Any obvious flaws with this design? The load regulation is what is tricky as I want it to maintain 100V out from 1A down to no load. Any suggestions on how to add to this circuit to achieve that would be great.

    Thanks.

    [​IMG]
     
  12. GopherT

    AAC Fanatic!

    Nov 23, 2012
    5,982
    3,713
    You could still use LM317 regulator and attach the adjust pin resistor to a 70v to 90v Zener. The DATASHEET clearly states this is possible and only limits the delta in voltage in to output, not the out to ground. I haven't figured out the power dissipation but it may make things easier.
     
  13. Jraft

    Thread Starter New Member

    Jan 30, 2013
    9
    0
    Thanks for the reply.. Not sure I fully understand what you are getting at with the LM317.. I see what you mean about the datasheet stating input to output differential 3 - 40V.
    Are you saying it is possible for an LM317 to output 100V?
     
  14. bountyhunter

    Well-Known Member

    Sep 7, 2009
    2,498
    507
    With that spec, even I couldn't build you one and I designed PS's for a living for about 25 years.

    Do yourself a favor and figure out exactly what you need before you start screwing around with lethal voltages.

    Also did not say if it has to be current limited.
     
    Last edited: Feb 2, 2013
  15. bountyhunter

    Well-Known Member

    Sep 7, 2009
    2,498
    507
    I know it says that on the data sheet but it's not a reliable design. The part can get hit with excessive voltage on turn on transients.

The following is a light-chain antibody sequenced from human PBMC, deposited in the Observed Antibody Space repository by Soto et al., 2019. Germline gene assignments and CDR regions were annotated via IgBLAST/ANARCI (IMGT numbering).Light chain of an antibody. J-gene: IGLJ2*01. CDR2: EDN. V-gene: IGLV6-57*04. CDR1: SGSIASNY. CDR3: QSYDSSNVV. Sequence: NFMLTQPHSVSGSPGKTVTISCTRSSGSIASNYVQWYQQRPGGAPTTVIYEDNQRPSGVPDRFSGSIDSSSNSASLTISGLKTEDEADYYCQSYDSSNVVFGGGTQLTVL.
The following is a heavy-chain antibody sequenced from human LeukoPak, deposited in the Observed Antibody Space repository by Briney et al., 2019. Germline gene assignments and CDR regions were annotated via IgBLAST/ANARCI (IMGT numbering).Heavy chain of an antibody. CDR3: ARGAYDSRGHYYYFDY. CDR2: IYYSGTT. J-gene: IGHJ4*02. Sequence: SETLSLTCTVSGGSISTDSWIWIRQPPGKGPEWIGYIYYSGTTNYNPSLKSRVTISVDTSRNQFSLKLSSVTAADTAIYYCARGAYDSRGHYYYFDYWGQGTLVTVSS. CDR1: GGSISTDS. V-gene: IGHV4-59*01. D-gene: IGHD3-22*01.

16. Jraft

    Thread Starter New Member

    Jan 30, 2013
    9
    0
    I will explain my project a little further to clarify.. I am building an underwater camera and lighting system that runs over a single coax cable. I need the 100V supply at the top end to get power to the other end of the coax. The high voltage is to compensate for the large voltage drop experienced over the coax cable (1000m+). I am feeding this voltage into a linear regulator and then a DC-DC Buck converter at the bottom end to end up with 20V @ 3A final output (60W). My first prototype design I was varying the current as a brightness control for the LED lights, but I plan to use PWM for this newer design.

    The reason for the adjustable 100V was to account for the length of the coax cable. Depending on the length, the voltage drop will change. Too short of a cable would not drop enough voltage for the regulator at the other end and therefore the system would no longer work.

    Perhaps I could put in a few selectable dummy loads for shorter cables? Worst case I will just have another supply for shorter cables, say 48V.
     
  17. n1ist

    Active Member

    Mar 8, 2009
    171
    16
    What about sending a constant current down the cable? That way, as long as the compliance voltage is high enough, you won't have to readjust things for different cables. Similar current loop applications are 4-20mA sensors and airport runway lighting.
    /mike
     
  18. #12

    Expert

    Nov 30, 2010
    16,248
    6,745
    Good idea, n1ist. A 3 amp driver with enough voltage available will push 3 amps through the LEDs, regardless of the cable length, without any need for humans to adjust anything, and eliminate the need for a buck converter.
     
  19. Ron H

    AAC Fanatic!

    Apr 14, 2005
    7,050
    656
    But if the current source has to have 100V of compliance, and the load is only dropping, say, 50V, then the current source is dissipating 150 Watts, unless it's a switcher.

    What kind of coax are you going to use?
     
    Last edited: Feb 5, 2013
  20. THE_RB

    AAC Fanatic!

    Feb 11, 2008
    5,435
    1,305
    Probably one which is not rated for 100v underwater. Probably one which comes on 100m reels, or maybe 250m reels at best. Probably one that also has to carry composite video as well as high current power on the same wire? ;)

    Sorry to sound like the voice of doom but it looks like one of those threads of "the blind assisting the ignorant attempting the impossible"...
     
    Ron H likes this.
Loading...